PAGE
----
National training provider and major retailer both ‘inadequate’ says Ofsted

A national training provider has plummeted from an Ofsted outstanding rating to inadequate, while employer provider Next has also been told its apprenticeships aren’t up to scratch in inspection reports published today.

The education watchdog also found that the Marine Society College of the Sea had made “reasonable progress” since getting a grade four in November.

Training provider CADCentre, headquartered in Swansea, was handed a grade four in all headline areas following the inspection in early July — a stark contrast to the overall grade one it achieved in its last inspection in 2007.

On Ofsted’s most recent visit, inspectors said: “Procedures for the safe recruitment of new staff are weak, too few learners on classroom-based and workplace learning courses successfully complete their programme.”

They also said too few of the providers apprentices, the majority of which are 19 plus, completed their courses in the planned time.

They also said learners, especially the more able, were not encouraged to develop their skills above the bare minimum.

“The curriculum does not meet the needs of learners and employers well enough,” they said, adding this had inhibited learners’ ability to find jobs locally.

The 1,632-learner provider had a £2.2m contract with the Skills Funding Agency to deliver in administration, business management, ICT and classroom assistants apprenticeships, classroom-based employability programmes and other workplace ICT courses.

No-one from CADCentre was available to comment.

Clothing retailer Next was also slapped with an inadequate grading in the first inspection of its delivery of 786 level two retail and call centre apprenticeships.

Following the inspection in early July, inspectors said the safeguarding at the high street chain, which has a £1.5m SFA contract, was inadequate — a grade they also awarded to Next in all headline areas.

They added: “Too many apprentices withdraw from their learning — the support provided for them is inadequate and does not ensure that they remain on their apprenticeship to complete their qualification.”

The report also said learners did not “fully understand” what would be demanded of them on the apprenticeship, due to insufficient advice and guidance.

It added that apprentices did not receive enough assessment of or support with their maths and English skills, and issued a damning verdict on the company’s training leaders and managers, saying they “have failed to realise their vision of enabling all apprentices to excel in their studies and at work”.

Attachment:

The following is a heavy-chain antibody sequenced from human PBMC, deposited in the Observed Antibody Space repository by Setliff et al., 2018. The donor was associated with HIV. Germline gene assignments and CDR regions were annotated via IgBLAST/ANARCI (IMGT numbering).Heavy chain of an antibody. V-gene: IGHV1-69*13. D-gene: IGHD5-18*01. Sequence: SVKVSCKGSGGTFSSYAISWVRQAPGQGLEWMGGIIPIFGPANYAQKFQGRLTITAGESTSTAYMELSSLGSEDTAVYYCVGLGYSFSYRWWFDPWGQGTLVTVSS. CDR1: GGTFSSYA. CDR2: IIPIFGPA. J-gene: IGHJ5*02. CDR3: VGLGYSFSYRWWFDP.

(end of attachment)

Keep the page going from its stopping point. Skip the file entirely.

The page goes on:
However, the report identified the “considerable investment in developing the training team” by the company’s board and directors as a strength.

A Next spokesperson said: “We are very disappointed with our first Ofsted inspection.

“We completely accept the report’s findings and recommendations. We have commenced a vigorous programme of improvements and aim to make significant progress within the next six months.”

An SFA spokesperson said in the case of both providers the agency was “considering the published Ofsted report in line with our Intervention process” which could lead to CADCentre losing its contract.

Ofsted was more positive in the report of the Marine Society’s College of the Sea’s third monitoring visit, which also took place at the beginning of last month.

In the report published last Friday, inspectors said the college, which offers distance learning for sailors, had made “reasonable progress” in increasing the number of learners completing their GCSE and A-level programmes, improving use of data to monitor learner progress, ensuring their courses were suitable for the maritime industry and improving safeguarding.

The college’s director of lifelong learning, Mark Windsor said: “We’re pleased that Ofsted recognise the hard work that we are doing to improve, but we recognise that there’s more to do and we’re committed to achieving that.”

The 2014 Ofsted inspection, which prompted a visit from FE Commissioner David Collings, criticised its subcontractor, the National Extension College (NEC).

In the monitoring visit report, inspectors noted: “Managers are now monitoring the performance of the current subcontractor and of their learners.

“The current sub-contractor is providing better learning programmes for new learners that include more frequent contact from the tutor — previously tutors relied on learners contacting them to ask for support.”

However, tenders for a new subcontractor to offer provision from September 2016 have been invited.

The SFA funded provision, worth £160,000, makes up only a small part of the college’s provision — accounting for 81 learners at the time of the inspection.

NEC chief executive Ros Morpeth said: “We are pleased that Ofsted have recognised in their recent re-inspection report that improvements have been made and that the learners are benefiting from the new arrangements.”

She said although NEC would not bid on the new contract, it would continue to support existing students.


The Skills Funding Agency declined to comment on the monitoring visit report.


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